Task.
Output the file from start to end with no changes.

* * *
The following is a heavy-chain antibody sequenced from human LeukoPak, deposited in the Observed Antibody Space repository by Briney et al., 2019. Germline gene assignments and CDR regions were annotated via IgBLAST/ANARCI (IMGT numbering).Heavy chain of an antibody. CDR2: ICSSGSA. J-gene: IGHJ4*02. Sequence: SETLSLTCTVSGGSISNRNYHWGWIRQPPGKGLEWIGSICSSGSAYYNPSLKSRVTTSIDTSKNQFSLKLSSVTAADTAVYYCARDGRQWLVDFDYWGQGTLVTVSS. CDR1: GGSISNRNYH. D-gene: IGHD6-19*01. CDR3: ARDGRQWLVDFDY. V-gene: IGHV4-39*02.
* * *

The following is a heavy-chain antibody sequenced from human LeukoPak, deposited in the Observed Antibody Space repository by Briney et al., 2019. Germline gene assignments and CDR regions were annotated via IgBLAST/ANARCI (IMGT numbering).Heavy chain of an antibody. CDR2: ICSSGSA. J-gene: IGHJ4*02. Sequence: SETLSLTCTVSGGSISNRNYHWGWIRQPPGKGLEWIGSICSSGSAYYNPSLKSRVTTSIDTSKNQFSLKLSSVTAADTAVYYCARDGRQWLVDFDYWGQGTLVTVSS. CDR1: GGSISNRNYH. D-gene: IGHD6-19*01. CDR3: ARDGRQWLVDFDY. V-gene: IGHV4-39*02.